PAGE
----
This is the second installment of “Hunger in NJ,” a series produced by NJTV News and NJ Spotlight on food insecurity, a condition facing thousands of families in New Jersey, often forcing them to choose between paying the bills and putting enough food on the table.
It’s a simple idea. Take what you need, and leave what you can. At the Everittstown United Methodist Church in Hunterdon County, a “Blessings Box” is fulfilling a mission. The mini, outdoor food pantry is stocked with non-perishable items — and human kindness.
“We could use another cereal out here, too,” said parishioner Bette Mayers as she inspected the contents of the roughly 2- by 4-foot box installed on the grounds of the Hunterdon County church.
Mayers, the vice president of the church council at Everittstown United Methodist, says the idea was born out of the Little Free Library concept, with boxes set up on lawns and streets full of books for the taking. The Blessings Box is restocked twice a week, with donations both from the church and community members.
It’s a symbol of how big problems, like food insecurity, can be tackled in small ways, by everyday people.
“People are struggling,” said Alicia Grey, the associate pastor at the church. “And the issue often times seems so overwhelming, so big. ‘How can I as one person help address hunger in the state?’ And so this is a way they can tangibly help.”
Unlike a soup kitchen or large food pantry, the box is available all hours of the day, all days of the week. Since it went up mid-September, use has been steady.
“We’re a small church and we can’t do huge food pantries and things like that,” Mayers said. “But this was a niche in the area no one was filling because it’s available 24/7.”
The box is filled with soup, cereal, rice, pasta, even cake mix. But most importantly there’s no judgment here. There are even a few grocery bags tucked in the back corner here so you can pack up your items to bring them home, and no one knows where they came from.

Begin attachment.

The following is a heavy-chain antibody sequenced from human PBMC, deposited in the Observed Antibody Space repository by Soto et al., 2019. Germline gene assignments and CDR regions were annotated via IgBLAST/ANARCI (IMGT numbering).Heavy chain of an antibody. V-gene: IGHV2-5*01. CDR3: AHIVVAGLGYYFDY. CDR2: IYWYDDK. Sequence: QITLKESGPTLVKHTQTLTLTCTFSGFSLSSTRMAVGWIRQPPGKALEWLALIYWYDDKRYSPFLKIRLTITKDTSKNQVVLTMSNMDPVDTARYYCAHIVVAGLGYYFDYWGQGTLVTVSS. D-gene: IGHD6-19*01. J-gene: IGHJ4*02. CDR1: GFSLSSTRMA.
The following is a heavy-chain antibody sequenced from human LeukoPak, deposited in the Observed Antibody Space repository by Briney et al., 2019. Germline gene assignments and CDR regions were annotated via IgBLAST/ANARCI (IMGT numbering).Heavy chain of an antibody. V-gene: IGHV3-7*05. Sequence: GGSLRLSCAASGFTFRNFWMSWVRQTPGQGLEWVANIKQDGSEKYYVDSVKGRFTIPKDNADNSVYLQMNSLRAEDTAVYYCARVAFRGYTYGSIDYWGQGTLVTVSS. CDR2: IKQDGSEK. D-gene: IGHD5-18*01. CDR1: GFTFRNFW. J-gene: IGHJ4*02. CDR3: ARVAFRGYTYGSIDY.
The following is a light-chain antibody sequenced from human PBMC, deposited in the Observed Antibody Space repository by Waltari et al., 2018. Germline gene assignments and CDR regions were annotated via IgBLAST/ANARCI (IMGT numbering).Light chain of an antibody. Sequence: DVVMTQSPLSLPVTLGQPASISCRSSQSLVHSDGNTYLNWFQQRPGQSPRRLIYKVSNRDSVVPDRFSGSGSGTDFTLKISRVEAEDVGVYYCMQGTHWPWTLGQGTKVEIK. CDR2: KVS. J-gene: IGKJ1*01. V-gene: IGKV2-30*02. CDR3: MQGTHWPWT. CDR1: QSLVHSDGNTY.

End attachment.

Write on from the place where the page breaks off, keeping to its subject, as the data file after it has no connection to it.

“The beautiful thing about it is it’s totally anonymous,” Mayers said. “Anyone that would be embarrassed to go to a food pantry because someone might know them — or just that they need it — would come to something like this because there’s no cameras, it’s totally anonymous.”
Grey said church members see that the box is being used. “We have no idea what time people are coming, who they are,” she said. “They could be single parents, college students, or elderly. Anyone can take advantage of this.”
Hunterdon County is among the richest in New Jersey. But according to the most recent data available from the Department of Health, just over 5.5% of residents — or more than 7,000 people — were food insecure in 2017.
“People don’t realize,” said Mayers. “They say, ‘Oh, Hunterdon County, that’s the richest county.’ But there’s a lot of hidden poverty in Hunterdon County.”
Those wanting to donate can either drop off appropriate, non-perishable items at the Blessings Box itself, or leave it with church personnel, who then stock the Blessings Box.
“We all have the necessity of eating,” Grey said. “We are letting people know they’re loved, that we see you we care about you, and we want to help you.”
Parishioner Sargent Russell built the box, taking the concept and making it come to life with an old metal legal box encased in cedar boards that are resistant to weather and rot.
“See, it seals quite well,” he said, “So there’s really no chance of squirrels getting in. It’s a heavy door.”
For those who don’t know where they’ll get their next meal, this little wooden box on the side of a country road can be a real blessing.
Russell said it was easy to make, and that he’d happy to lend his services to other communities looking to start their own. The endeavor has meant a lot to him, he said.
“It meant I would be able to fulfill something that a lot of people in the church feel is important, that we actually reach out to people directly,” he said.
“I hope other people will look at this and say, ‘Wow, this is something we can do,” Mayers said.
Support for “Hunger in NJ” has been provided by the Robert Wood Johnson Foundation.